Consider a study that will evaluate the correlation between two variables. Knowing from the literature that we expect an effect size of *ρ* = .25, the function `prospective()`

can be used to compute the required sample size to obtain a power of 80%.

```
prospective(effect_size = .25, power = .80, test_method = "pearson",
display_message = FALSE)
#>
#> Design Analysis
#>
#> Hypothesized effect: rho = 0.25
#>
#> Study characteristics:
#> test_method sample_n1 sample_n2 alternative sig_level df
#> pearson 122 NULL two_sided 0.05 120
#>
#> Inferential risks:
#> power typeM typeS
#> 0.797 1.119 0
#>
#> Critical value(s): rho = ± 0.178
```

The required sample size is (n=122), the associated Type M error is around 1.10 and the Type S error is approximately 0.

To know more about function arguments and further examples see the function documentation `?prospective`

and `vignette("prospective")`

.

The hypothetical population effect size can be defined as a single value according to previous results in the literature or experts indications. Alternatively, {PRDA} allows users to specify a distribution of plausible values to account for their uncertainty about the hypothetical population effect size. To know how to specify the hypothetical effect size according to a distribution and an example of application see `vignette("retrospective")`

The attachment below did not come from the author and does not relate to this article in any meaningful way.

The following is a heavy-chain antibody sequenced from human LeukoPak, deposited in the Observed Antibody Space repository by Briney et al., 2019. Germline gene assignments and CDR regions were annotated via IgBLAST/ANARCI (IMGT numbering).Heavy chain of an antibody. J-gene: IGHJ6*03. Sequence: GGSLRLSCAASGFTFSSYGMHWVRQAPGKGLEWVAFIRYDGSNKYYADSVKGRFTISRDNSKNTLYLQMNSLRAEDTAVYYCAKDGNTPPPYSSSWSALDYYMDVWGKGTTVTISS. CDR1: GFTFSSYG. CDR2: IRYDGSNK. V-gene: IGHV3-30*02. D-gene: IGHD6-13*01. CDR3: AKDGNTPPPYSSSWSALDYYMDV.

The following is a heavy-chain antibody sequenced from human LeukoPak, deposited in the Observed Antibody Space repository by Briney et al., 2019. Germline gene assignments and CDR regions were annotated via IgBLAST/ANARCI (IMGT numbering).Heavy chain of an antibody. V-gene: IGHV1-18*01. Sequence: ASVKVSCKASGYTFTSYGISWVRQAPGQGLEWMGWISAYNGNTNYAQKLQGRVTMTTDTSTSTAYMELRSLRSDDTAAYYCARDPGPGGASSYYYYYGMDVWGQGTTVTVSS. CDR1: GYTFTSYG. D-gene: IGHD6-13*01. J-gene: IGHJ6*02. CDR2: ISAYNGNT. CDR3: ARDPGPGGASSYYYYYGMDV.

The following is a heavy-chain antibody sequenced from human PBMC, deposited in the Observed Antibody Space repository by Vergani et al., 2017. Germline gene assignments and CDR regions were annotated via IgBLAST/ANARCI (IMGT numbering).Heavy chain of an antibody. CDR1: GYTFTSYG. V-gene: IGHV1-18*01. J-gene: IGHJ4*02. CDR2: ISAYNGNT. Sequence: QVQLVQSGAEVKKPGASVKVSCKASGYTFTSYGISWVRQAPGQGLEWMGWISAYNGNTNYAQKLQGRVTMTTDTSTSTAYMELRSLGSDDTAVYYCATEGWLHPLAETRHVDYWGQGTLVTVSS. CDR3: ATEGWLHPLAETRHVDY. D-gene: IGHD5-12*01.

.

The PRDA package is still in the early stages of its life. Thus, surely there are many bugs to fix and features to propose. Anyone is welcome to contribute to the PRDA package.

Please note that this project is released under a Contributor Code of Conduct. By contributing to this project, you agree to abide by its terms.

To propose a new feature or to report a bug, please open an issue on GitHub. See Community guidelines.

- Improve compute time by parallelizing the code
- Implement design analysis in the case of linear regression models

To cite {PRDA} in publications use:

Zandonella Callegher, C., Pastore, M., Andreella, A., Vesely, A., Toffalini, E., Bertoldo, G., & Altoè G. (2020). PRDA: Prospective and Retrospective Design Analysis (Version 1.0.0). Zenodo. https://doi.org/10.5281/zenodo.4044214

A BibTeX entry for LaTeX users is

```
@Misc{,
author = {Zandonella Callegher, Claudio and Pastore, Massimiliano and Andreella, Angela and
Vesely, Anna and Toffalini, Enrico and Bertoldo, Giulia and Altoè, Gianmarco},
title = {PRDA: Prospective and Retrospective Design
Analysis},
year = 2020,
publisher = {Zenodo},
version = {1.0.0},
doi = {10.5281/zenodo.4044214},
url = {https://doi.org/10.5281/zenodo.4044214}
}
```

Altoè, Gianmarco, Giulia Bertoldo, Claudio Zandonella Callegher, Enrico Toffalini, Antonio Calcagnì, Livio Finos, and Massimiliano Pastore. 2020. “Enhancing Statistical Inference in Psychological Research via Prospective and Retrospective Design Analysis.” *Frontiers in Psychology* 10. https://doi.org/10.3389/fpsyg.2019.02893.

Bertoldo, Giulia, Claudio Zandonella Callegher, and Gianmarco Altoè. 2020. “Designing Studies and Evaluating Research Results: Type M and Type S Errors for Pearson Correlation Coefficient.” Preprint. PsyArXiv. https://doi.org/10.31234/osf.io/q9f86.

Gelman, Andrew, and John Carlin. 2014. “Beyond Power Calculations: Assessing Type S (Sign) and Type M (Magnitude) Errors.” *Perspectives on Psychological Science* 9 (6): 641–51. https://doi.org/10.1177/1745691614551642.